Energy storage technologies and applications are experiencing strong growth in places where electricity costs are high and utilities use pricing structures that require customers to pay more for power at certain times of the day.
But storage systems are not being adopted broadly across the United States, according to a new analysis, in part because electricity markets and energy investment valuations have not developed mechanisms that account for the benefits of such systems.
A 17-page white paper, released yesterday by the Clean Energy Group, predicts that the United States will install a record 220 megawatts of energy storage capacity in 2015, "but it represents only a tiny fraction of the estimated potential for storage," which the Sandia National Laboratories estimates at more than 64,000 MW of capacity nationally.
Seth Mullendore, a project manager for the Vermont-based nonprofit and the report's lead author, said market mechanisms necessary to expand the energy storage sector "are still in their infancy," adding that "until markets have been developed and properly structured to value energy storage services, the full beneficial impact of energy storage on the power system will remain unrealized."
But that doesn't mean the market is stagnant.
In some regions of the country, "Energy storage projects have begun to flourish, forcing utilities and regulators to catch up with demand for deployment, a trend reminiscent of solar markets a decade ago," the analysis states. "Additionally, rapidly declining costs and advancing technologies have improved the economic case for battery storage."
Market growth from Hawaii to N.J.
Among the current leading markets are the PJM Interconnection, extending from northern Illinois to the Ohio Valley and the Mid-Atlantic; New York; and California, where commercial customers face relatively high demand charges.
Hawaii is also adopting energy storage faster than other regions due to the Pacific islands' high solar generation capacity combined with high prices for grid-delivered electricity, the analysis found.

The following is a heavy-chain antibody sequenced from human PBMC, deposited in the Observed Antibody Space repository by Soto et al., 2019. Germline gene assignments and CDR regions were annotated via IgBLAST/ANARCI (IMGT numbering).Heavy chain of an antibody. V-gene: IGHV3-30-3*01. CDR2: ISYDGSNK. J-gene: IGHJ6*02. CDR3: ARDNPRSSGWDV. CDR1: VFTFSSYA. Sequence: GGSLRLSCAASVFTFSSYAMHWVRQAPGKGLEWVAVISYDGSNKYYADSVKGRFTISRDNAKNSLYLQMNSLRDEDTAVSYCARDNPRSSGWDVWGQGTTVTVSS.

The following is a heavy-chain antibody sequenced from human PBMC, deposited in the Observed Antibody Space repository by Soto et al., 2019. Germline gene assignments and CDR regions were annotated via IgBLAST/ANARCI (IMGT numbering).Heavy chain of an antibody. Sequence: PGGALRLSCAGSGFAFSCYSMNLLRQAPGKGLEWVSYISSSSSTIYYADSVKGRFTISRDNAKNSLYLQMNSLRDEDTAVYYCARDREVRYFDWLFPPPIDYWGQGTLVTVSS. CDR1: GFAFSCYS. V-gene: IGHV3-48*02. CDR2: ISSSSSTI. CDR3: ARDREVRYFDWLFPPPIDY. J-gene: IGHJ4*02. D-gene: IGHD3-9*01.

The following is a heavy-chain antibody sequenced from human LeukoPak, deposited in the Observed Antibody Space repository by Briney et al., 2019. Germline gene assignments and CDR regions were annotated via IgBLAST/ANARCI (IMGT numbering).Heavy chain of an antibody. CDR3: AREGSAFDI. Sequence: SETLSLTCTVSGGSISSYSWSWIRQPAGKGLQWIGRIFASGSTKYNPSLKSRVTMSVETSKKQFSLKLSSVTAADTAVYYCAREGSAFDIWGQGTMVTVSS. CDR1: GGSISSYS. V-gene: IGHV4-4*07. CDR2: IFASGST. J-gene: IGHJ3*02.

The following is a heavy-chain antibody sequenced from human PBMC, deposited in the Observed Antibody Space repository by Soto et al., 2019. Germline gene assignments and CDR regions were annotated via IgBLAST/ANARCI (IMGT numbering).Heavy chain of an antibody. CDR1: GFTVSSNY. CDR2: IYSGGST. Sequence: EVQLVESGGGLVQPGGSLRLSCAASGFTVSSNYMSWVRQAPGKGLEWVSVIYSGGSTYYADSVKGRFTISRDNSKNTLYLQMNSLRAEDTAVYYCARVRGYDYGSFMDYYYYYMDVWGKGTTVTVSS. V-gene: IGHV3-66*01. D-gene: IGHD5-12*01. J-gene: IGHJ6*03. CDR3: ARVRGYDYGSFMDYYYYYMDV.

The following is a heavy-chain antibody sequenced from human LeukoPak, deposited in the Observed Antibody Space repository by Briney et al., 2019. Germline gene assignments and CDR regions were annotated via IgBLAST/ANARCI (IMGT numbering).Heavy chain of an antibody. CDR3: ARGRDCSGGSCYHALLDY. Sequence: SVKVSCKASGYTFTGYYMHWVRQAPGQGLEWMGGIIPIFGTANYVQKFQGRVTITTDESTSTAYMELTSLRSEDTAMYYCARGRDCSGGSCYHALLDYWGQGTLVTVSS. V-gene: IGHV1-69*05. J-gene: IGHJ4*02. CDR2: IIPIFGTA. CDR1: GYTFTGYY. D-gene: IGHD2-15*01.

In New Jersey, the state Board of Public Utilities funded 13 solar-plus-storage projects with a combined capacity of nearly 9 MW. The facilities were located at emergency shelters, wastewater treatment plants and other sites considered critical for maintaining essential services during emergencies and prolonged grid outages. Additionally, each of the solar-plus-storage projects expects to generate revenue by contributing power to the grid under normal operating conditions, according to the Clean Energy Group.
"Each of these regions provides an example of what can occur when a portion of the potential benefits of energy storage are monetized; however, there is currently no location in the U.S. where an energy storage system can realize its full economic potential for the multitude of services it is capable of providing," the analysis states.
For energy storage to reach its full market potential, developers will need to attract interest and financial support from a range of power-sector entities -- including utilities, grid operators and customers -- all of which benefit in different ways from energy storage technologies, the report states.
And, it says, "even with energy storage costs on the decline, it will still be important for developers to have the option of tapping into multiple revenue streams to optimize the economic benefits" of the technology.